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10 S&P 500 Companies With Green Operations

10 S&P 500 Companies With Green Operations

There has been an increased push among Americans to cut down on the nation's carbon footprint and reduce the negative impact that human activity has had on the environment.

As green practices have begun to matter more to consumers, many U.S. companies have started to reform their operations in order to cut down waste and use energy more efficiently.

In an effort to give the public a better idea of whether their favorite brands are helping or hurting the environment, Newsweek worked together with Corporate Knights Capital and HIP (Human Impact+Profit) Investor Inc. in order to measure how environmentally friendly each U.S. S&P 500 firm was.

The study took into account several metrics – including each company's energy productivity, greenhouse gas productivity, water productivity and waste productivity – to create a combined score that was then ranked against the rest of the nation's largest firms.

Here's a look at the top ten greenest S&P 500 firms from Newsweek's list.

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10. Mead Johnson Nutrition CO (NYSE: MJN)

Mead Johnson manufactures, distributes and sells pediatric nutrition products like infant formula, children's vitamins and breastfeeding products. Based in Illinois, the firm operates across the globe in Asia, Latin America, Europe and North America.

In Newsweek's study, Mead Johnson received a 75.7 percent total score, making it the 10th greenest firm in the S&P 500.

Back in 2009, the firm set lofty goals to reduce waste and greenhouse gas emissions significantly by 2020. So far, the company has been on track in meeting those goals; one of Mead Johnson's manufacturing plants in the Netherlands met its goal to send zero waste to landfills in 2013, making it the second Mead Johnson plant to do so.

9. AFLAC Incorporated (NYSE: AFL)

Insurance giant Aflac Incorporated secured a place at number nine on the list by creating a corporate culture that values environmental sustainability.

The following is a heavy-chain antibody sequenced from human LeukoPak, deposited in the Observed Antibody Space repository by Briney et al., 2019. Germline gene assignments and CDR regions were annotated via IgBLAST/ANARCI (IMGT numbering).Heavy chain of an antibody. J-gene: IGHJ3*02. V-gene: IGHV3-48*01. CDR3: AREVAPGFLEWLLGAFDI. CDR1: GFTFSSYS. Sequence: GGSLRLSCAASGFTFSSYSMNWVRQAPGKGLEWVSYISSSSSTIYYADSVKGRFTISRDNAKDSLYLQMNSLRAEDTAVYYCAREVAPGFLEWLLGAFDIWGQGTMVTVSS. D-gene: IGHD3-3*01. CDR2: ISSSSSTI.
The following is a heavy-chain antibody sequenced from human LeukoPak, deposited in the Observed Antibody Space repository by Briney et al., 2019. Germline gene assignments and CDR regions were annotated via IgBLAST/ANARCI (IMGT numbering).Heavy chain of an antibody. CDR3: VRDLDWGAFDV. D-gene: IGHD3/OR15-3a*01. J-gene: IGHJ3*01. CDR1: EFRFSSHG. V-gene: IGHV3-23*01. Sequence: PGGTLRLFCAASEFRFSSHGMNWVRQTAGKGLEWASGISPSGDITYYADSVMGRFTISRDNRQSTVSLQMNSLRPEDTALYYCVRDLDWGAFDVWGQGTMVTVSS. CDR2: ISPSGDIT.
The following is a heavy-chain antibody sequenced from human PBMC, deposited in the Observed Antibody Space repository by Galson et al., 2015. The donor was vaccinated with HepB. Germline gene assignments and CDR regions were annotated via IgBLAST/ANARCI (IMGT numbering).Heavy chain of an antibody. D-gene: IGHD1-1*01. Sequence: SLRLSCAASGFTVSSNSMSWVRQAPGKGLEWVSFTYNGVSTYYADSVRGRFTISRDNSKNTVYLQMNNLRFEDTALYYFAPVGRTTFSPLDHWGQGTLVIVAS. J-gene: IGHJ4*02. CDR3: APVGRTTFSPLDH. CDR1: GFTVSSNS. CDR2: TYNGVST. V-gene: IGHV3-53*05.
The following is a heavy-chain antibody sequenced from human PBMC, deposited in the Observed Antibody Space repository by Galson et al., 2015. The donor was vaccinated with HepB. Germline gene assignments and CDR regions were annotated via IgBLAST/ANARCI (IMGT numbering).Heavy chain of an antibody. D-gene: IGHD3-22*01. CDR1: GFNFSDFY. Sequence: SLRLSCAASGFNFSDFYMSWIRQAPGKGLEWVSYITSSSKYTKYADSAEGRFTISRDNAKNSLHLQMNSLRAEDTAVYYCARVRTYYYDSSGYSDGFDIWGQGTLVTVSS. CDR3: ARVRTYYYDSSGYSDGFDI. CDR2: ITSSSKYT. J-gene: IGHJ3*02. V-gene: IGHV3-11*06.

The firm celebrated Earth Day by having its employees sift through a day's worth of the company's waste to separate out recyclable waste. Despite the fact that Aflac is considered much greener than many of its peers, the company wants to keep pushing itself to improve its sustainability, a message it drills into its employees each year.

The company's headquarters in Columbus, Georgia, boast an on-site composting system, and the firm has reduced energy usage by 35 percent since 2010.

8. The Coca-Cola Co (NYSE: KO)

Coca-Cola's efforts to clean up its operations over the past decade landed the beverage maker at number eight on Newsweek's list of greenest companies.

Not only does Coca-Cola stand out as one of the top 10 greenest firms, but the company is the only beverage maker to make the list. Headquartered in Atlanta, Georgia, Coca-Cola has worked to promote sustainability from the inside out. The firm promotes green living through its "Live Positively" campaign, and 14 of its sites have reduced their waste-to-landfill status to zero over the past eight years.

The firm has also set lofty goals for the future, including a "water neutrality" initiative in which Coca-Cola plans to return as much water to the earth as it uses. In-line with the water neutrality goal, Coca-Cola's bottling business is planning to cut its water use intensity by 30 percent over the next five years.

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7. Ecolab Inc. (NYSE: ECL)

Ecolab provides water, hygiene and energy technologies and services to customers across a varying cross section of industries. The firm helps other companies operate more efficiently by creating products that allow them to use fewer natural resources, like a sanitizing product that doesn't require rinsing and cuts down on water use.

Not only does Ecolab improve sustainability at its customers' locations, but the firm takes its own carbon footprint seriously as well. In Lerma, Mexico, an Ecolab plant was able to cut down on water usage by 200,000 gallons and save 25,000 kilowatts of energy per year after installing reverse osmosis technology. The firm is committed to improving efficiency at its plants around the world, and for that reason, it received a 77.8 percent score on Newsweek's scale.

6. Hershey Co (NYSE: HSY)